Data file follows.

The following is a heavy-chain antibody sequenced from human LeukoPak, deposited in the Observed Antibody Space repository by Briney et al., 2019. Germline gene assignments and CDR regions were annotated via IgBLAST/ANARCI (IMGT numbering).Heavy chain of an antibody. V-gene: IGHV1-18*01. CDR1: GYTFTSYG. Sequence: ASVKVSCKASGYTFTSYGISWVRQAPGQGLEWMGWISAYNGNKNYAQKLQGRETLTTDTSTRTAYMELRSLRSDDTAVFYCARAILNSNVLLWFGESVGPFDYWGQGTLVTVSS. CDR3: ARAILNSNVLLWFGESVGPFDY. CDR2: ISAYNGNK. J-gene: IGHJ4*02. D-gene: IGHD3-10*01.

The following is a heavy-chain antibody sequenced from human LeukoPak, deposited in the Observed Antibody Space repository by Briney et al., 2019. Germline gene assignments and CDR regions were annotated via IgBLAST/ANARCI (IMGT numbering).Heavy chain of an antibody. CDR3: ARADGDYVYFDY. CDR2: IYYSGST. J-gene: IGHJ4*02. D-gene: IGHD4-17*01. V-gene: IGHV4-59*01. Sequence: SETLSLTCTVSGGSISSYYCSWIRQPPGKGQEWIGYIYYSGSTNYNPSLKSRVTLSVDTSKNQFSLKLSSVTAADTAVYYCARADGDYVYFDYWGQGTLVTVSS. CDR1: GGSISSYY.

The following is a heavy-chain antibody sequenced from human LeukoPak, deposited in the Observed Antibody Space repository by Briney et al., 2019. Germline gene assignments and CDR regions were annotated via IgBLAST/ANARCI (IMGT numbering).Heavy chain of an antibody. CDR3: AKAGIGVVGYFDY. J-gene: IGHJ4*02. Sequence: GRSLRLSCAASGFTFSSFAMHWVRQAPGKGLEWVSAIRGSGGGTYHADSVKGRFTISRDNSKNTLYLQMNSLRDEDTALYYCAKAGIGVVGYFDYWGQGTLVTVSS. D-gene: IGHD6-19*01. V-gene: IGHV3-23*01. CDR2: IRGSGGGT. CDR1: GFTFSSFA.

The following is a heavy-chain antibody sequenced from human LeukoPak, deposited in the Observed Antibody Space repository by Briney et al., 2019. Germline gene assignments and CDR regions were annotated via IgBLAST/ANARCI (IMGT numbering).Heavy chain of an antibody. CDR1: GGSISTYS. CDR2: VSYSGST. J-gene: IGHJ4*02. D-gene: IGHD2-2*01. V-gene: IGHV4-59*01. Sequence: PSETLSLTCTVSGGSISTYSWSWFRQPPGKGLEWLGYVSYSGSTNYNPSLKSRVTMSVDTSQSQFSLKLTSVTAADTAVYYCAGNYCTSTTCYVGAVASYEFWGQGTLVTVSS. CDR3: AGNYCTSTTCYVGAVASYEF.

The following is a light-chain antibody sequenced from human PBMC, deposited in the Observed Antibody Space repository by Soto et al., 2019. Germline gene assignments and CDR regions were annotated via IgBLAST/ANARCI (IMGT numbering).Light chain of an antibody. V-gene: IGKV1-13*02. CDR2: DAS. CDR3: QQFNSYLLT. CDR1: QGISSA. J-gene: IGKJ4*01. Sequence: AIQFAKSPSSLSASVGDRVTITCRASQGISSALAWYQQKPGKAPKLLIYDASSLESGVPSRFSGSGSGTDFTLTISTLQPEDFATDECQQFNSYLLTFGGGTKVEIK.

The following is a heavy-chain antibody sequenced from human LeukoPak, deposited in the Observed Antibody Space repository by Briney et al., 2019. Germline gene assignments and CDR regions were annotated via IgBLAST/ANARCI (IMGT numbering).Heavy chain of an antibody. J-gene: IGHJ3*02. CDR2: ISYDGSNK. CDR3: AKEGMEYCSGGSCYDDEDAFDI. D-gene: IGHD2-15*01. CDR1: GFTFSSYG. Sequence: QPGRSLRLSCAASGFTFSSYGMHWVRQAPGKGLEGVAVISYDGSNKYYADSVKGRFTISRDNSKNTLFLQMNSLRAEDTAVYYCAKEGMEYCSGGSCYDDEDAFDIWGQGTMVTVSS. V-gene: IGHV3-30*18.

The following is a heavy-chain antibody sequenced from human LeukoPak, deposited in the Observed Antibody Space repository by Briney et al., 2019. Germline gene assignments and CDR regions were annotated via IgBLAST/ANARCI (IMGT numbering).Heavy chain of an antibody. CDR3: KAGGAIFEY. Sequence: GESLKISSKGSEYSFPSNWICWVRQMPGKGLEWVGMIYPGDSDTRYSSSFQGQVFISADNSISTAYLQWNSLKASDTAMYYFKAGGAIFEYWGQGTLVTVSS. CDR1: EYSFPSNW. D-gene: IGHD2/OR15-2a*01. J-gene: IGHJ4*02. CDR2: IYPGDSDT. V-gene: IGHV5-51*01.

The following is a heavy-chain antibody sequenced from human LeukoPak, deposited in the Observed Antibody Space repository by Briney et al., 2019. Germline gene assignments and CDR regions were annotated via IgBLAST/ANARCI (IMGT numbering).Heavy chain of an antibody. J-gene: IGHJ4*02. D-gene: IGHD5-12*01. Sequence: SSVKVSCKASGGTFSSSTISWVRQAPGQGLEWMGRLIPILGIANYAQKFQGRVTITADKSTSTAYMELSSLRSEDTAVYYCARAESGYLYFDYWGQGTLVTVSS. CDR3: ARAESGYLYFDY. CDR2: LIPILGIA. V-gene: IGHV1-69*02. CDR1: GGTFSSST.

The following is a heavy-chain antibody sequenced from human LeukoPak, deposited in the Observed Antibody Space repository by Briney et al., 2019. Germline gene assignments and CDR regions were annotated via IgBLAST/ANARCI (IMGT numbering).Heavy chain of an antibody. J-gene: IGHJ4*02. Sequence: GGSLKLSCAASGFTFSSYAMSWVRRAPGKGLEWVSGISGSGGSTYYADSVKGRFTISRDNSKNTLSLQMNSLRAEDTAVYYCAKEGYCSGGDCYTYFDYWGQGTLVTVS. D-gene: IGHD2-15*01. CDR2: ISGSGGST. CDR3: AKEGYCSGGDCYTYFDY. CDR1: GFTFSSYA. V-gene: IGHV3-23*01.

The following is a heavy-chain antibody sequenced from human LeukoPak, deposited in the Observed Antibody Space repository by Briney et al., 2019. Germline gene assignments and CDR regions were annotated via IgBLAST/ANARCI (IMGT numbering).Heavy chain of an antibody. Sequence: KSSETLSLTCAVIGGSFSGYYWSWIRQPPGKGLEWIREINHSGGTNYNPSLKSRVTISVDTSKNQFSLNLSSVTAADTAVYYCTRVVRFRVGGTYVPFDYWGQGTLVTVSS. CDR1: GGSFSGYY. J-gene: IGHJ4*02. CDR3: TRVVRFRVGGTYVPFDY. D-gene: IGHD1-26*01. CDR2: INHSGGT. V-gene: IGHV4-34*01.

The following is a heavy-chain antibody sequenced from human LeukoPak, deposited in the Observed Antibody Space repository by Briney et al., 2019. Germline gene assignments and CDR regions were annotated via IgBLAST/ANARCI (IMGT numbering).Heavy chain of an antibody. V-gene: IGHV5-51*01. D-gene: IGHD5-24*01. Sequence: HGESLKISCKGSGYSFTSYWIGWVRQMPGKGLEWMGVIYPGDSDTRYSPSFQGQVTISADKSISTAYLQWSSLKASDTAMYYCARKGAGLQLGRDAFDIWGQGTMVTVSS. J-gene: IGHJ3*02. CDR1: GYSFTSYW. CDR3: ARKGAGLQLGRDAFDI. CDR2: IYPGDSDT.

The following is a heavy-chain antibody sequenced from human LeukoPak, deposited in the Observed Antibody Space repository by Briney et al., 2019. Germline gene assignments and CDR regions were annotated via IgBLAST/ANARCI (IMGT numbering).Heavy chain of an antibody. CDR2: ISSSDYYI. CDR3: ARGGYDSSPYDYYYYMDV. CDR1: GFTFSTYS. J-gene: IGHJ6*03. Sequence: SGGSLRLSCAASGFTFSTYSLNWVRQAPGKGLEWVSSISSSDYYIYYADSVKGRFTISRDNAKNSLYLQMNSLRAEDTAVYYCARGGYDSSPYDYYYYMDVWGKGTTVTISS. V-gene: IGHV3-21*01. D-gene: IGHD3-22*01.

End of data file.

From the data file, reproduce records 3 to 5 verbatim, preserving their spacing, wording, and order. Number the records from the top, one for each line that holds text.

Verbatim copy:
The following is a heavy-chain antibody sequenced from human LeukoPak, deposited in the Observed Antibody Space repository by Briney et al., 2019. Germline gene assignments and CDR regions were annotated via IgBLAST/ANARCI (IMGT numbering).Heavy chain of an antibody. CDR3: AKAGIGVVGYFDY. J-gene: IGHJ4*02. Sequence: GRSLRLSCAASGFTFSSFAMHWVRQAPGKGLEWVSAIRGSGGGTYHADSVKGRFTISRDNSKNTLYLQMNSLRDEDTALYYCAKAGIGVVGYFDYWGQGTLVTVSS. D-gene: IGHD6-19*01. V-gene: IGHV3-23*01. CDR2: IRGSGGGT. CDR1: GFTFSSFA.

The following is a heavy-chain antibody sequenced from human LeukoPak, deposited in the Observed Antibody Space repository by Briney et al., 2019. Germline gene assignments and CDR regions were annotated via IgBLAST/ANARCI (IMGT numbering).Heavy chain of an antibody. CDR1: GGSISTYS. CDR2: VSYSGST. J-gene: IGHJ4*02. D-gene: IGHD2-2*01. V-gene: IGHV4-59*01. Sequence: PSETLSLTCTVSGGSISTYSWSWFRQPPGKGLEWLGYVSYSGSTNYNPSLKSRVTMSVDTSQSQFSLKLTSVTAADTAVYYCAGNYCTSTTCYVGAVASYEFWGQGTLVTVSS. CDR3: AGNYCTSTTCYVGAVASYEF.

The following is a light-chain antibody sequenced from human PBMC, deposited in the Observed Antibody Space repository by Soto et al., 2019. Germline gene assignments and CDR regions were annotated via IgBLAST/ANARCI (IMGT numbering).Light chain of an antibody. V-gene: IGKV1-13*02. CDR2: DAS. CDR3: QQFNSYLLT. CDR1: QGISSA. J-gene: IGKJ4*01. Sequence: AIQFAKSPSSLSASVGDRVTITCRASQGISSALAWYQQKPGKAPKLLIYDASSLESGVPSRFSGSGSGTDFTLTISTLQPEDFATDECQQFNSYLLTFGGGTKVEIK.